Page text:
Focus: Conservation and Marine biology.
In the spring of 1992 the founding members of the Grupo Ecológico de la Costa Verde, A.C. (the Group) organized and built the first marine nursery in San Francisco, Nayarit. By June of that year protection of Olive Ridley and Leatherback turtle eggs had begun.
Millions of years before humans arrived in North America, the marine turtle had well established its nesting habitat along the coastal waters of Mexico. The oldest inhabitants of San Francisco, Nayarit, or "San Pancho" as it is commonly called today, can still recall the nights when hundreds of nesting turtles climbed the moonlit beaches to renew the custom of perpetuating their species.
The palm-laden playas were free of development and offered an idyllic location for nesting. Occasionally, the coastal Indians would gather food from the generous supply of eggs and turtles.
The growing human population, coupled with the changing demographics of the coastal region in the past one hundred years, has dramatically altered the habitat, and thus, the reproductive cycle of the turtles. By 1988, pressures from coastal development, poaching, shrimp fishing, and tourism reduced a population of tens of thousands to less than 200 nesting turtles per year.
The first conservation effort to protect the marine turtle began in the late eighties. It was then that members of the community became concerned that the local marine turtle population may soon face extinction.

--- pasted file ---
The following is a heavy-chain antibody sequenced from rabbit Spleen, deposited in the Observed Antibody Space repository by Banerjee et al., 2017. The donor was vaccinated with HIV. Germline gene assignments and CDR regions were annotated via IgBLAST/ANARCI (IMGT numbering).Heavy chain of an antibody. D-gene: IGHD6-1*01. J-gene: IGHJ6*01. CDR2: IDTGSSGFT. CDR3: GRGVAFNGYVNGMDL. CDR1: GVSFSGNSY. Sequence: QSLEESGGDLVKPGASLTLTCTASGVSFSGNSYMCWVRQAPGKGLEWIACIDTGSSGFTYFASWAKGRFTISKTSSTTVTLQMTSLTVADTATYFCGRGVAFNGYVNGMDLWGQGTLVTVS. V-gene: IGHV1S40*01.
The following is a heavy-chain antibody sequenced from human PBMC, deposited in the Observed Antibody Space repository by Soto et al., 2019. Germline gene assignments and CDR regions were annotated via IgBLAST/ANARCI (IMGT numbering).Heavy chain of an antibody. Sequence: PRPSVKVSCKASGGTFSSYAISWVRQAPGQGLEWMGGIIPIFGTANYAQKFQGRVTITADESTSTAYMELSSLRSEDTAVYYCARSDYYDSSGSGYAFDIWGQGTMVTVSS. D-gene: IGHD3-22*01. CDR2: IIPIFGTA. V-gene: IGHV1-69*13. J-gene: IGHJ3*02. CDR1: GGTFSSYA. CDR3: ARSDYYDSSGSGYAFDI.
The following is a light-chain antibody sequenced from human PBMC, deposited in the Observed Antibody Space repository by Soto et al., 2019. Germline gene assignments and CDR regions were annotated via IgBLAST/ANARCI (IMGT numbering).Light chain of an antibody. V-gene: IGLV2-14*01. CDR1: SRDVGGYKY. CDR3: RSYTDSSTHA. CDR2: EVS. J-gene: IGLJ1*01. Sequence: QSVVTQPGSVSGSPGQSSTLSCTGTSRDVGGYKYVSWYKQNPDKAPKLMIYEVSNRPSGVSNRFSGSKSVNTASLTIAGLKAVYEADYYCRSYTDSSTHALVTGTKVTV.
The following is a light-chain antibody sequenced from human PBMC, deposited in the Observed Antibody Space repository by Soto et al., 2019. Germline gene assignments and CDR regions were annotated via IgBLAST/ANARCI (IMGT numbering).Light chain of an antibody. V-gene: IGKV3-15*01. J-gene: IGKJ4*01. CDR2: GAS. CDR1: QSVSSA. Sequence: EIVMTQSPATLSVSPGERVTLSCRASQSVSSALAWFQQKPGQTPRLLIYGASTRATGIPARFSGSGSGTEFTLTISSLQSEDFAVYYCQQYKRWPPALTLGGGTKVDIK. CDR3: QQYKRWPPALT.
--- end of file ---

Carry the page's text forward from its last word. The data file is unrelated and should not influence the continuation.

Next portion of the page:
In the spring of 1992, the founding members of the Group built the first marine nursery. By June, a large scale protection of Olive Ridley and Leatherback turtle eggs had begun. In 20 years the population has increased from 200 to 1,170 nests.
Costs & Benefits
Our marine turtle program begins at the onset of the Olive Ridley nesting season, generally around June 1st, and ends around November 15th.
To be accepted volunteers must stay with the program for at least two months and pay their entire expense.
Our marine nursery is one of the few in Mexico that remains open the year round to protect the Olive Ridley, the Eastern Pacific Green, and the Leatherback.
Collect nests from six different beaches and relocate to the nursery between the hours of 9:00 p.m. to 4:00 am.
Monitor and regulate nursery temperatures, the hatching and releasing of hatchlings, and the cleaning of nest boxes.
Keep the greenhouse nursery good condition around the clock.
Maintain computer records on nests collected, temperatures, and the cleaning of nests.
Maintain and operate an all-terrain-vehicle, (sometimes during periods of heavy rain and very poor road conditions).
Conduct slide shows, lectures and tours on our marine turtle program.
Conducting children environmental classes.
Volunteers receive no salary and will be responsible for their entire expenses including food for about $120 to $170, and lodging at $300 dollars per month per person. The Group will find volunteers housing for families that fits their needs well before they arrive. In most cases volunteers will share a house. Volunteers with young children can hire house keepers, cooks, and baby sitters for $10 to $15 a day.
No special skills or education is necessary, only the willingness to work in adverse weather conditions during the night. Minimum age of volunteers is 18 years old.
Grupo Ecologico de La Costa Verde, A.C.
America Latina #102
San Francisco, Nayarit, México, CP 63732
Tel: (311) 258-4100
Average cost per day:$10-15
Focus: Conservation and Marine biology
Skills needed: Volunteers must be at least 18 years old